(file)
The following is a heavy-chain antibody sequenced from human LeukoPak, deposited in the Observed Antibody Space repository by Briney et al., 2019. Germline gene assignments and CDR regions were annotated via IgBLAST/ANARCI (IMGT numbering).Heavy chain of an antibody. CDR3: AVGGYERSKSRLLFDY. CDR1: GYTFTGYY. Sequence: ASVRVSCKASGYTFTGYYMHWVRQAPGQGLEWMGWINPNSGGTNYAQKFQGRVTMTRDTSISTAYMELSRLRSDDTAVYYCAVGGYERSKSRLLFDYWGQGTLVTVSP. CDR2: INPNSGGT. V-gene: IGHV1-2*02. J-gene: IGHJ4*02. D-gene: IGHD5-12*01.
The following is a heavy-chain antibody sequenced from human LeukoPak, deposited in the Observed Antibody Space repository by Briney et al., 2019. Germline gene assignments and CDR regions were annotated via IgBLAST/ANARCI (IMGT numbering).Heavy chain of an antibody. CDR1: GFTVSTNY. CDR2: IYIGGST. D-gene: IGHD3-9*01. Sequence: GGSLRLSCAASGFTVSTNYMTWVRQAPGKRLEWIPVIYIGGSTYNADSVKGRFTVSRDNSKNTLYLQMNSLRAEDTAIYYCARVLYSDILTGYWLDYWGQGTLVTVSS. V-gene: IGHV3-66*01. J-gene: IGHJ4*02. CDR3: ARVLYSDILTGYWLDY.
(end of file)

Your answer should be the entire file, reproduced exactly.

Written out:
The following is a heavy-chain antibody sequenced from human LeukoPak, deposited in the Observed Antibody Space repository by Briney et al., 2019. Germline gene assignments and CDR regions were annotated via IgBLAST/ANARCI (IMGT numbering).Heavy chain of an antibody. CDR3: AVGGYERSKSRLLFDY. CDR1: GYTFTGYY. Sequence: ASVRVSCKASGYTFTGYYMHWVRQAPGQGLEWMGWINPNSGGTNYAQKFQGRVTMTRDTSISTAYMELSRLRSDDTAVYYCAVGGYERSKSRLLFDYWGQGTLVTVSP. CDR2: INPNSGGT. V-gene: IGHV1-2*02. J-gene: IGHJ4*02. D-gene: IGHD5-12*01.
The following is a heavy-chain antibody sequenced from human LeukoPak, deposited in the Observed Antibody Space repository by Briney et al., 2019. Germline gene assignments and CDR regions were annotated via IgBLAST/ANARCI (IMGT numbering).Heavy chain of an antibody. CDR1: GFTVSTNY. CDR2: IYIGGST. D-gene: IGHD3-9*01. Sequence: GGSLRLSCAASGFTVSTNYMTWVRQAPGKRLEWIPVIYIGGSTYNADSVKGRFTVSRDNSKNTLYLQMNSLRAEDTAIYYCARVLYSDILTGYWLDYWGQGTLVTVSS. V-gene: IGHV3-66*01. J-gene: IGHJ4*02. CDR3: ARVLYSDILTGYWLDY.